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Burma’s economy expanded 6.5 percent last year and is set for further modest acceleration, the IMF estimated Wednesday, as sweeping reforms herald hopes of a renaissance for the impoverished nation.
At the end of a mission to the fast-changing nation, the International Monetary Fund predicted the economy would grow 6.75 percent in the 2013/2014 financial year, driven by gas production and investment.
“The authorities’ ambitious reform program is bearing fruit, with macroeconomic stability and high investor interest,” said the IMF’s visit leader Matt Davies in a statement.
He said increasing foreign direct investment was expected to outweigh a widening current account deficit, as the former junta-run country opens to the world.
The comments come as President Thein Sein, a general-turned-civilian, visits the United States – the first leader of his country to go there in nearly 50 years as relations are normalised with the world’s largest economy.
The US, which has already waived most sanctions on Burma in reward for reform, on Tuesday signed an accord to formalise dialogue on trade, a day after Thein Sein made a pitch to US business leaders for investment.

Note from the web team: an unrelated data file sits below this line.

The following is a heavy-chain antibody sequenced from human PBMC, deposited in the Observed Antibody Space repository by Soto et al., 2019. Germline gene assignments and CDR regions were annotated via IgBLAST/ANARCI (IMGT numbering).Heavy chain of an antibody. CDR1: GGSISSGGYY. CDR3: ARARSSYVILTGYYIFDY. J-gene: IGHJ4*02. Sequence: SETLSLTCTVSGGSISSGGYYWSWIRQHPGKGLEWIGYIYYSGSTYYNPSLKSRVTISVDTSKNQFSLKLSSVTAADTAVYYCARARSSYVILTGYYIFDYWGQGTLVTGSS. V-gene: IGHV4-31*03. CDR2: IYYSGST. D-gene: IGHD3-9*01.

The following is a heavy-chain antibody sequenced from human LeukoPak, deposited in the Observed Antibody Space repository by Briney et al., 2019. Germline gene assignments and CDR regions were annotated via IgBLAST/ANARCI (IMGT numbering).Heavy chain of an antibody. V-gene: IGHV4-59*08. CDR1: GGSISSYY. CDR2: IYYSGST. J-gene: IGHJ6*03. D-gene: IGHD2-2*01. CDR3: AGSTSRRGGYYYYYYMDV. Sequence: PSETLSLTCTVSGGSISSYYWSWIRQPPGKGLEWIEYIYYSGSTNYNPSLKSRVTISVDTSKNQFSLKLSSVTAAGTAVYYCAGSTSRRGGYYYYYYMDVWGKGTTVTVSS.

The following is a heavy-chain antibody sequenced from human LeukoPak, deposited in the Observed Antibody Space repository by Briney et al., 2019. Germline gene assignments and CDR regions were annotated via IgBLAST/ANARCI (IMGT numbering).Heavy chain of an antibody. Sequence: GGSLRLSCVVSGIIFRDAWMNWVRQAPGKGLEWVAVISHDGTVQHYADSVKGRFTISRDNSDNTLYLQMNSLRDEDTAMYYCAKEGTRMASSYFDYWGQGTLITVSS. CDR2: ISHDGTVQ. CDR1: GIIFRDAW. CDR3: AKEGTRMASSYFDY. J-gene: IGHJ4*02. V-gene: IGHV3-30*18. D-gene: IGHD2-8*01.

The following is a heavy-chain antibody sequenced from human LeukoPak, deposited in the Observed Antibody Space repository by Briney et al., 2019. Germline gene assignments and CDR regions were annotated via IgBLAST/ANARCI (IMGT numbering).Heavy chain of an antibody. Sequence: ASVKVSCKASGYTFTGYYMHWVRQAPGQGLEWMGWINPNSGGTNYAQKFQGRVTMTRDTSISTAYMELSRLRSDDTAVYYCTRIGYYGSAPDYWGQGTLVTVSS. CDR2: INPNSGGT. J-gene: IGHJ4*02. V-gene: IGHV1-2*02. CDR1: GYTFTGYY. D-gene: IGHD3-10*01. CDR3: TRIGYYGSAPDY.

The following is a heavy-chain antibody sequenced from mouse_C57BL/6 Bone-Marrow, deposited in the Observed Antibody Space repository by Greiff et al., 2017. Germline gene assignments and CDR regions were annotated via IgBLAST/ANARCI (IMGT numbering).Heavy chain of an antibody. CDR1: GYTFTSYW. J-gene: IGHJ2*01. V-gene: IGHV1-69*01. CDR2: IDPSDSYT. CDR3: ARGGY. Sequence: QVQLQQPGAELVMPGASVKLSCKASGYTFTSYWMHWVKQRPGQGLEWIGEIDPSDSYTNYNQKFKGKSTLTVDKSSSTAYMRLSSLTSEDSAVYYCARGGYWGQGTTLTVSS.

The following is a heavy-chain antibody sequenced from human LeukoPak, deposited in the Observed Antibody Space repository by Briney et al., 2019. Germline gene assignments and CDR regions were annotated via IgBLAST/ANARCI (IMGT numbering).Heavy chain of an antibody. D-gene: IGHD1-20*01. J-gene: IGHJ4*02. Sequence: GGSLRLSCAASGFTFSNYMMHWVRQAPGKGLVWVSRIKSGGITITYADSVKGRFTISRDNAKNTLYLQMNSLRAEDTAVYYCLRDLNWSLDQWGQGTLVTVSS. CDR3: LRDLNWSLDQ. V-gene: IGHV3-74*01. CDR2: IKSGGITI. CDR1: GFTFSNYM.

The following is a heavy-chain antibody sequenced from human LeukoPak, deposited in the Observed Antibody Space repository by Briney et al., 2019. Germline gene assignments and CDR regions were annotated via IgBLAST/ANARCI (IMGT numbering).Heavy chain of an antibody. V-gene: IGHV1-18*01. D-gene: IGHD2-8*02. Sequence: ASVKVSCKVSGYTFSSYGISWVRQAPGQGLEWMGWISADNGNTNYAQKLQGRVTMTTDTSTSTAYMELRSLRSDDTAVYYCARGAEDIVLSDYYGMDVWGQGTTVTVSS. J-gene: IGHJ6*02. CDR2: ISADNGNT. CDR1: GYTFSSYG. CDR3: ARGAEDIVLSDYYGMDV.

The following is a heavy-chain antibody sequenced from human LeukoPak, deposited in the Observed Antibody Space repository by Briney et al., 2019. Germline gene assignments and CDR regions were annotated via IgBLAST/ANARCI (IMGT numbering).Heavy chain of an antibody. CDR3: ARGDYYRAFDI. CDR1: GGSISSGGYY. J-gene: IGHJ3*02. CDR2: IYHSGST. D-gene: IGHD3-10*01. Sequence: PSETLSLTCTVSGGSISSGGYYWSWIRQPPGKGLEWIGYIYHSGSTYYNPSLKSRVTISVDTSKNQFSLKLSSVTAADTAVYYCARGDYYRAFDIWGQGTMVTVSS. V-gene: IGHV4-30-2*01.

Positive developments include exchange rate and investment law reform as well as “significant increases” in tax collection seen as crucial to pay for higher spending on long-neglected sectors like health and education.
Burma is seen as having significant frontier market potential, with a large population and a wealth of resources – from oil and gas to timber and agriculture.
Last week state media reported a fivefold surge in local and foreign investment in a year, with over $1.4 billion of foreign investment in 94 industries in the 2012/2013 financial year.
But the sheer scale of the changes pose a huge challenge for authorities and institutions in Burma, whose isolationist former junta left the once-rich nation’s economy in tatters before ceding power to a quasi-civilian regime two years ago.
Davies said “risks” to the country’s prospects would come from “the limited macroeconomic management capacity, which will be strained by the rapid, broad-based economic transition”.
Inflation is seen as “moderate” at around 5.5 percent in the current year, he said, “but there are pressures, including from money growth, real estate prices and wage increases”.
The IMF, which expects “further progress” on reform this year including a key Central Bank law in the coming months, said it would soon open an office in the country to help give technical assistance and support.